Actually, the Dallas Cowboy Stadium in Arlington, Texas, seats up to 80,000 (and up to 100,000 for special events). On Saturday April 28, 2012 it seated approximately 15,000 Opera fans for a live simulcast performance of The Dallas Opera’s production of Mozart’s “The Magic Flute.”
The stadium hosts a state of the art HD video board which is apparently the largest in the world:
Hanging approximately 90 feet above the field from the roof structure, the innovative video center spans between the 20-yard lines and features four individual boards- two facing the sidelines, 160 feet wide and 72 feet tall, and two facing the end zones, 53 feet wide and 30 feet tall, totaling over 25,000 square feet of display area other in the world, a center-hung video board.
The video board, weighing approximately 600 tons, is what the audience viewed the simulcast. The initial ticket requests (tickets were free and presented by The Dallas Foundation) reached 33,000 and had the attendee number topped the 32,000 mark this event would have surpassed the San Francisco Opera‘s Opera at the [AT&T] Ballpark production of Verdi’s “Aida” in 2010.
This is an example of how to build an economy of scale. Which technology finally advancing to the point where broadcasts live productions become easily feasible as well as presentable in a mass audience context. Another example is one I’ve brought up in previous posts here–live broadcasting of live events!
As of the end of this season, the Metropolitan Opera has finally reached the 10 million tickets sold mark for Live HD casts of their productions. The season finale, Verdi’s “La Traviata,” reached 1500 theaters in over 40 countries to an estimated audience of a quarter million. The North American gross was $2.4 million.
While this may seem like a small amount, especially given that the current top
cinematic block-buster, The Avengers, has already passed the billion dollar mark, we do have to keep it in perspective that the Met HD casts are one showing per event (encore broadcasts sometimes happen during the summer or later in the season) rather than multiple showings over a several week period.
If we look at The Avengers opening weekend, which is a record high of $207,438,708 (plus Midnight showings) then divide that by the three days in the weekend and we get an average of $69,146,236 per day. Given that there are multiple showings on any given day–let’s say an average of 4 (which won’t take into account a theater may show the film on multiple screens) and divide then we come to a less monsterous number for comparison–$17,286,559.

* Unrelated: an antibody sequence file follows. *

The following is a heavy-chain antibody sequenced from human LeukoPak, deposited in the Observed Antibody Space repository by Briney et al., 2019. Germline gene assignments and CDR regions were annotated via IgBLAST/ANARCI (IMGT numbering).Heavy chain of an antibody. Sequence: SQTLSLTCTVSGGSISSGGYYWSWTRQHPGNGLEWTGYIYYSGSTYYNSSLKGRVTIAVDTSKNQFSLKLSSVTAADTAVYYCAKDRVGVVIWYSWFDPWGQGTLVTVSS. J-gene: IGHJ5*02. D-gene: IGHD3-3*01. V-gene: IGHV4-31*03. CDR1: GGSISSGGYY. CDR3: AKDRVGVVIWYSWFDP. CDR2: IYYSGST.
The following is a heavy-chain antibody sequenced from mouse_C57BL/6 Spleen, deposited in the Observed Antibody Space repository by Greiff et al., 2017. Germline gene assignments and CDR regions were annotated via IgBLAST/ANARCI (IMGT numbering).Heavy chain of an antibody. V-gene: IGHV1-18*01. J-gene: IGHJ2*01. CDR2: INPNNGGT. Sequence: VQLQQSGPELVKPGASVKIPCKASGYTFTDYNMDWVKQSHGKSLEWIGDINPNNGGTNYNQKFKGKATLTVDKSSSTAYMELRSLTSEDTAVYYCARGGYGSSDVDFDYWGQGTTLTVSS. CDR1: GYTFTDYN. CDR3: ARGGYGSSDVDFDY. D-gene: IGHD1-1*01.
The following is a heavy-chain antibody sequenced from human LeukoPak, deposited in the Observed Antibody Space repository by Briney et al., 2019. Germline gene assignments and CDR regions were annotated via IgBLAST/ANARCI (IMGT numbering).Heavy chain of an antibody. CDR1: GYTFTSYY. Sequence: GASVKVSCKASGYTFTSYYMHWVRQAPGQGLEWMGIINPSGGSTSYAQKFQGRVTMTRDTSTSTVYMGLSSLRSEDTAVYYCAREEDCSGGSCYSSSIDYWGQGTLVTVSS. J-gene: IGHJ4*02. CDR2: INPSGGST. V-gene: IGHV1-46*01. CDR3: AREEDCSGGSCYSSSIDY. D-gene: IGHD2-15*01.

This is surely an overestimate but at the same time, The Avengers did open in 4,349 while the Met’s “La Traviate” only showed in 1500. So if we’re to take the average per screen, we’d have to divide the gross by the number of theaters. $2.4 million (which is only the North American gross) divided by 1500 theaters is $1600 per screen. $17,286,559 divided by 4,349 theaters is (rounded up) $3,975 per screen.
Think of the implications of this comparison–The Avengers is currently the biggest blockbuster of the year, and could quite possibly become one of the top three grossing blockbusters of all time (after Avatar and The Titanic). With only the North American gross, the Met’s “La Traviata” made only a little less than half the amount per screen.
Does this mean the Met HD casts could achieve the same heights of the average blockbuster movie? Not likely–it’s unclear that multiple showings of the live HD cast could have the same kind of draw that the initial livecast has. This doesn’t mean that there could be an even great economy of scale created by increasing (a little bit) the number of showings. But technically these re-showings wouldn’t be a live-cast of the event, so wouldn’t necessarily count strictly as an economy of scale for the purposes of increasing revenue for a single event (not that this wouldn’t help generate revenue). Increasing the number of theaters in which livecasts are shown would do that for the purposes of the singular benchmark event.
The point is, so much of the usage of this technology by performing arts organizations is behind the times of what has already been done in the Popular Entertainment industries of sports and pop music. But knowing that U2 didn’t turn a profit during their 2009 360° tour; that Lady Gaga can bankrupt herself to the tune of $3 million during her 2011 Monster Ball tour; and that ticket revenue doesn’t usually cover Sports Teams Operating Costs which is why TV Licensing and Corporate Sponsorship is crucial for covering the shortfall.
Ironically, the “Admission of Price” piece linked above talks about how ticket sales are the “bread and butter” of income for sports teams while those critics in the classical music industry (where a similar ratio of performance-to-non-performance revenue exists) will call it a “shortfall.”